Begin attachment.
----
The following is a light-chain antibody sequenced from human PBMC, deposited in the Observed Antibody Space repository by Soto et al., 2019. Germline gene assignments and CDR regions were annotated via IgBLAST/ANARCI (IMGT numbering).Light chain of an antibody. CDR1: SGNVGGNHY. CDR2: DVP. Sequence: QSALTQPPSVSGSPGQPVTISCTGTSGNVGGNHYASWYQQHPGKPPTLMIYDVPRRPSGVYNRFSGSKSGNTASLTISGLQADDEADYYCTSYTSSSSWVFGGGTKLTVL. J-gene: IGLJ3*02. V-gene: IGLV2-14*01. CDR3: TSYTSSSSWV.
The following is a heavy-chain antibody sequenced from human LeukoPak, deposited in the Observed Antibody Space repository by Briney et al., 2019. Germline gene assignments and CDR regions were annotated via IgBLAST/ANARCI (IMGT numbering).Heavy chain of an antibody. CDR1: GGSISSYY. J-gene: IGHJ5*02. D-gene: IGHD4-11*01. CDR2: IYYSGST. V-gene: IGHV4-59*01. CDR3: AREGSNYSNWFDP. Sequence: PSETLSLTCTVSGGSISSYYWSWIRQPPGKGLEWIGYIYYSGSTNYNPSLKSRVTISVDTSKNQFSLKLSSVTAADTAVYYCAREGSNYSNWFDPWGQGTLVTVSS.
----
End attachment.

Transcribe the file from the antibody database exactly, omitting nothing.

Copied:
The following is a light-chain antibody sequenced from human PBMC, deposited in the Observed Antibody Space repository by Soto et al., 2019. Germline gene assignments and CDR regions were annotated via IgBLAST/ANARCI (IMGT numbering).Light chain of an antibody. CDR1: SGNVGGNHY. CDR2: DVP. Sequence: QSALTQPPSVSGSPGQPVTISCTGTSGNVGGNHYASWYQQHPGKPPTLMIYDVPRRPSGVYNRFSGSKSGNTASLTISGLQADDEADYYCTSYTSSSSWVFGGGTKLTVL. J-gene: IGLJ3*02. V-gene: IGLV2-14*01. CDR3: TSYTSSSSWV.
The following is a heavy-chain antibody sequenced from human LeukoPak, deposited in the Observed Antibody Space repository by Briney et al., 2019. Germline gene assignments and CDR regions were annotated via IgBLAST/ANARCI (IMGT numbering).Heavy chain of an antibody. CDR1: GGSISSYY. J-gene: IGHJ5*02. D-gene: IGHD4-11*01. CDR2: IYYSGST. V-gene: IGHV4-59*01. CDR3: AREGSNYSNWFDP. Sequence: PSETLSLTCTVSGGSISSYYWSWIRQPPGKGLEWIGYIYYSGSTNYNPSLKSRVTISVDTSKNQFSLKLSSVTAADTAVYYCAREGSNYSNWFDPWGQGTLVTVSS.